Next January, Art and I are trading houses with an American couple now living in Ecuador. We'll be in their house for three weeks. As part of that journey, we're considering a side trip to the Galapagos Islands. But the islands are not cheap. Excluding airfare, ten days would cost about the same as our 17-day trip to Italy last fall. When I think about the cost, my bag lady fear twists in my gut.
I know the bag lady fear is not rational and I would like to get over it. So I talked yesterday with a woman who works as a money counselor and calls herself an "untangler". I told her about my mother - who was orphaned by the age of 18, married a military man because "I knew the military would take care of me", and held money out to me and my sister with strings strongly attached. Gifts of money from her were tied to whether we had been "good", and the definition was hazy. Mostly, I think, it was related to how she felt about us at money-giving time.
The counselor suggested that I picked up the idea of a relationship between money and being good when I was a small child - maybe five years old or so. Yesterday, during the phone call, I named that part of me the Little Banker, because she knew she had to watch out for money so she would be a good girl and she would be safe. Therapy stuff. But it made a kind of sense, because I know the bag lady is an ancient fear of mine. Maybe she comes from the idea that if I'm not good, I won't have any money and I'll end up as a bag lady.
The counselor helped me tell the Little Banker that she had done a very good job, but that I would take over the money now, because I'm a grownup and I know how to do that. She could go read or dig clams or whatever else she loves to do.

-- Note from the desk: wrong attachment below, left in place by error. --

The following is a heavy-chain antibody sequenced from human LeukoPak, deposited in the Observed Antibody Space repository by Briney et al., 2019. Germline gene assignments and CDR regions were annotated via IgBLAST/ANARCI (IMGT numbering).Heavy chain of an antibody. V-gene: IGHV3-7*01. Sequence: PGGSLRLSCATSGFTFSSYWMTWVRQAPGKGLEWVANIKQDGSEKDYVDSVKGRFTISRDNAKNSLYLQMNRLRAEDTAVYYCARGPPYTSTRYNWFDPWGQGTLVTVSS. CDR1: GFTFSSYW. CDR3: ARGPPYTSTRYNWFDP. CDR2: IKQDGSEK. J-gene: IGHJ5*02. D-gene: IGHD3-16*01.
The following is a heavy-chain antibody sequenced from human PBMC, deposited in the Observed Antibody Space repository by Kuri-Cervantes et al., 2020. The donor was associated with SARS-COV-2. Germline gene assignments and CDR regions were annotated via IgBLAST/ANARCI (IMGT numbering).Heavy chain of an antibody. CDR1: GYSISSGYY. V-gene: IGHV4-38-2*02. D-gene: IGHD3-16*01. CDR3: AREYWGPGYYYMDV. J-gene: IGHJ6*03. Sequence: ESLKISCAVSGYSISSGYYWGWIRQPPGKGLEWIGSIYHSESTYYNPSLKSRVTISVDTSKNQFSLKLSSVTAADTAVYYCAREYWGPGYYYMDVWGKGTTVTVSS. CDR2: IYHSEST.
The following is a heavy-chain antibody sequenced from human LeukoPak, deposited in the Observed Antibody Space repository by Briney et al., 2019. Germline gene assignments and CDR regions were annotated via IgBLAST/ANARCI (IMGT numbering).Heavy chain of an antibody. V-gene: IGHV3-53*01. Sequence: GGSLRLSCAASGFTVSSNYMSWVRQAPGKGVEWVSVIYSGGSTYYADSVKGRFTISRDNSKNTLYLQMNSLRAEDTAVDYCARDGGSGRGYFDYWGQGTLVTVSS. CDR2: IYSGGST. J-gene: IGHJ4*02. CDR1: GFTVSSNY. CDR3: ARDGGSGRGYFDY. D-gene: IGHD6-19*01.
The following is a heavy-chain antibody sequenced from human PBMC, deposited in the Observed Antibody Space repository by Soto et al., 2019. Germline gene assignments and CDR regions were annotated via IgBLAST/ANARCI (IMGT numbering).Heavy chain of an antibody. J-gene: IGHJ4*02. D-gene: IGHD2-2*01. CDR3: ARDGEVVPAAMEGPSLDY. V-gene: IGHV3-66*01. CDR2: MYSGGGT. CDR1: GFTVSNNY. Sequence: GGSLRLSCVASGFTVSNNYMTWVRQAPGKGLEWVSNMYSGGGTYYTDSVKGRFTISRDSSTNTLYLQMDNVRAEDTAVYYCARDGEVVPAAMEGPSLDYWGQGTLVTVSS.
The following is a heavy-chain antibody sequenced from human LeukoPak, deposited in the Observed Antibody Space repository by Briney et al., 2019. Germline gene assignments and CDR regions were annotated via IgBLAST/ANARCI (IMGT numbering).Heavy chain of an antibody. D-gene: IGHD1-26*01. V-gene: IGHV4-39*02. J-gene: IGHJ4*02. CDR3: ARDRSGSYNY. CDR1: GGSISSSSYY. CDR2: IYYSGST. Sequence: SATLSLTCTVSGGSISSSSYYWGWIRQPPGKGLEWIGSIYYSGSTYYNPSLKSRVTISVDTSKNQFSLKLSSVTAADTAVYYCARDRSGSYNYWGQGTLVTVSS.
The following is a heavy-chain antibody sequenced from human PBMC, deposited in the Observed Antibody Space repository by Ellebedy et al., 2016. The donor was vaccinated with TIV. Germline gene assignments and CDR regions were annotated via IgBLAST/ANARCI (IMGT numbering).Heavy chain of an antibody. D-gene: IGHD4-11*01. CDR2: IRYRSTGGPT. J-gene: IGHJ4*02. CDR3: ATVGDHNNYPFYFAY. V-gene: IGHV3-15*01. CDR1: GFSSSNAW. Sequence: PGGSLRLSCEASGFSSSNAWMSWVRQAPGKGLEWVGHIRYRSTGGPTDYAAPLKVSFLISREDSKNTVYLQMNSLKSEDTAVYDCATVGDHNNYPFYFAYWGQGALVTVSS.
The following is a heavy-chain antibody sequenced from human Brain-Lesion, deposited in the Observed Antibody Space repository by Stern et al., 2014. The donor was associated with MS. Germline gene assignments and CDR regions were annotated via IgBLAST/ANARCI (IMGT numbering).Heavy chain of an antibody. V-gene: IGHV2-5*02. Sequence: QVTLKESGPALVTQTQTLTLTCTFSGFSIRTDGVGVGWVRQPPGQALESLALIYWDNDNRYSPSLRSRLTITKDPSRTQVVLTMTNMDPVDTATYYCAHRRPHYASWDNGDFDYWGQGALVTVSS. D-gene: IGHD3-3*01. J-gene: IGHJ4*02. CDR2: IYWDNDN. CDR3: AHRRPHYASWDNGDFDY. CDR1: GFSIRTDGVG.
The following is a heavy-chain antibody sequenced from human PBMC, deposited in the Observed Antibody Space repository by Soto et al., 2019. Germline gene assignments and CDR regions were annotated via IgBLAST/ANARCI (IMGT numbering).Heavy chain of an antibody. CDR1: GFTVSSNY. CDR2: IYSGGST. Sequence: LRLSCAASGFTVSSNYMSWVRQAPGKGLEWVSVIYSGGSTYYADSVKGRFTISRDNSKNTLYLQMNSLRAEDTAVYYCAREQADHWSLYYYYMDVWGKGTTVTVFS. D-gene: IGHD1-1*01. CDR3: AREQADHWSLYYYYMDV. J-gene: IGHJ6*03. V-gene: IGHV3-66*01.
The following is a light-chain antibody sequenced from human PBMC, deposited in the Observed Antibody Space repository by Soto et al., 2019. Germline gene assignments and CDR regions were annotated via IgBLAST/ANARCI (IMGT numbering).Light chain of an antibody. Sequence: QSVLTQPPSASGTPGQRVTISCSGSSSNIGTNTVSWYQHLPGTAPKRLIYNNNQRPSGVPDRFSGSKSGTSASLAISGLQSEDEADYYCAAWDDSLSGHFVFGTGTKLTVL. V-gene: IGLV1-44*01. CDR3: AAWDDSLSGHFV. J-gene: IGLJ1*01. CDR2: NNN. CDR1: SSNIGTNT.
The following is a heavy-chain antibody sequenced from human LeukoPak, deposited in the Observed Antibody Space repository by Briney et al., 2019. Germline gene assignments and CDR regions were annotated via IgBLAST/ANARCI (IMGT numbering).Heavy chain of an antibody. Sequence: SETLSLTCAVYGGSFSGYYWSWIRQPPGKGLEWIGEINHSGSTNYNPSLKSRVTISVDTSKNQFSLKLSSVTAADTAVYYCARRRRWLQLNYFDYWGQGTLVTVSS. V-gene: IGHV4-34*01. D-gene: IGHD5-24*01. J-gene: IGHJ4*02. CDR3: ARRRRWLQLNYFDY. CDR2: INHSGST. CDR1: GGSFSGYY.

Anyway, I felt pretty good after that phone call, and I decided to make plans for us to go to the Galapagos next January when we're in Ecuador.
There's a second part to where I'm going with this story. Art and I have an ownership interest in a massage clinic a few miles down the road. Our two business partners Lillian and Sophia own a second clinic close to where we live. Lillian runs both clinics and Sophia works two days a week in the one close by. Last night I stopped by the close-by clinic and Sophia was working. I asked her how she liked working there. She said it gives her a much better idea about how the business runs than just looking at the financial statements, and she recommended I do the same thing. So I talked to Lillian and she said it would be fine if I work at the clinic down the road a couple of days a week, starting in August when I get back from the last of this string of trips. I could easily work weekends, when most people would rather be home.
As I was driving home I realized the extra money I'll bring in will be a good way to pay for our Galapagos trip. The Little Banker doesn't have to worry any more. And the Bag Lady doesn't have anything to say about it.
Just taking care of business, you know.